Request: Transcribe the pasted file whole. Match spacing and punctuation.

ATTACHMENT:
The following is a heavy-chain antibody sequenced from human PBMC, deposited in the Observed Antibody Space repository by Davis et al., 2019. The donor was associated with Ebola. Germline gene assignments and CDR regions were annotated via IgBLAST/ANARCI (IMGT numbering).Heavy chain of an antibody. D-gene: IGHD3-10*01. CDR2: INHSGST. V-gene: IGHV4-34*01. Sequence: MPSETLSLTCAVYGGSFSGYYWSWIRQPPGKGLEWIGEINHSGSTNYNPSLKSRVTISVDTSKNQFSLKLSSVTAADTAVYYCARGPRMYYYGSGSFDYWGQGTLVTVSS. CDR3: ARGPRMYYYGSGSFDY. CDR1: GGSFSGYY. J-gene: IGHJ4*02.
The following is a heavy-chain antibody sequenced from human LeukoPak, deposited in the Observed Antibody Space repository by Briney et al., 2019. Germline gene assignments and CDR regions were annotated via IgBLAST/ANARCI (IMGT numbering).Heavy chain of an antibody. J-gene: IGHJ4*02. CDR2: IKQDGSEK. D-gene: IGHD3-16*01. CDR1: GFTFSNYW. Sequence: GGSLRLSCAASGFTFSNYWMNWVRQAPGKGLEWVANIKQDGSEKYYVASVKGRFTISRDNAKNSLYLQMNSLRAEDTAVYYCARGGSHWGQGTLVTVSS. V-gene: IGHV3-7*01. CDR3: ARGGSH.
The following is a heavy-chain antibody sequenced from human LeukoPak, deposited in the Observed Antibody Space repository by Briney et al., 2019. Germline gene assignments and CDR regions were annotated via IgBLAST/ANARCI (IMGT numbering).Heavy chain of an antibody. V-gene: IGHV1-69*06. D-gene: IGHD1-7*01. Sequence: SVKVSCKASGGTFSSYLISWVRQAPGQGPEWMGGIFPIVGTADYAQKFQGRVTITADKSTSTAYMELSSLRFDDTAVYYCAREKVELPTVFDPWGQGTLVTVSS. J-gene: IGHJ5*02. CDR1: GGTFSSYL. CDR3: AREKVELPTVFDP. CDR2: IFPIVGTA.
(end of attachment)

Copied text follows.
The following is a heavy-chain antibody sequenced from human PBMC, deposited in the Observed Antibody Space repository by Davis et al., 2019. The donor was associated with Ebola. Germline gene assignments and CDR regions were annotated via IgBLAST/ANARCI (IMGT numbering).Heavy chain of an antibody. D-gene: IGHD3-10*01. CDR2: INHSGST. V-gene: IGHV4-34*01. Sequence: MPSETLSLTCAVYGGSFSGYYWSWIRQPPGKGLEWIGEINHSGSTNYNPSLKSRVTISVDTSKNQFSLKLSSVTAADTAVYYCARGPRMYYYGSGSFDYWGQGTLVTVSS. CDR3: ARGPRMYYYGSGSFDY. CDR1: GGSFSGYY. J-gene: IGHJ4*02.
The following is a heavy-chain antibody sequenced from human LeukoPak, deposited in the Observed Antibody Space repository by Briney et al., 2019. Germline gene assignments and CDR regions were annotated via IgBLAST/ANARCI (IMGT numbering).Heavy chain of an antibody. J-gene: IGHJ4*02. CDR2: IKQDGSEK. D-gene: IGHD3-16*01. CDR1: GFTFSNYW. Sequence: GGSLRLSCAASGFTFSNYWMNWVRQAPGKGLEWVANIKQDGSEKYYVASVKGRFTISRDNAKNSLYLQMNSLRAEDTAVYYCARGGSHWGQGTLVTVSS. V-gene: IGHV3-7*01. CDR3: ARGGSH.
The following is a heavy-chain antibody sequenced from human LeukoPak, deposited in the Observed Antibody Space repository by Briney et al., 2019. Germline gene assignments and CDR regions were annotated via IgBLAST/ANARCI (IMGT numbering).Heavy chain of an antibody. V-gene: IGHV1-69*06. D-gene: IGHD1-7*01. Sequence: SVKVSCKASGGTFSSYLISWVRQAPGQGPEWMGGIFPIVGTADYAQKFQGRVTITADKSTSTAYMELSSLRFDDTAVYYCAREKVELPTVFDPWGQGTLVTVSS. J-gene: IGHJ5*02. CDR1: GGTFSSYL. CDR3: AREKVELPTVFDP. CDR2: IFPIVGTA.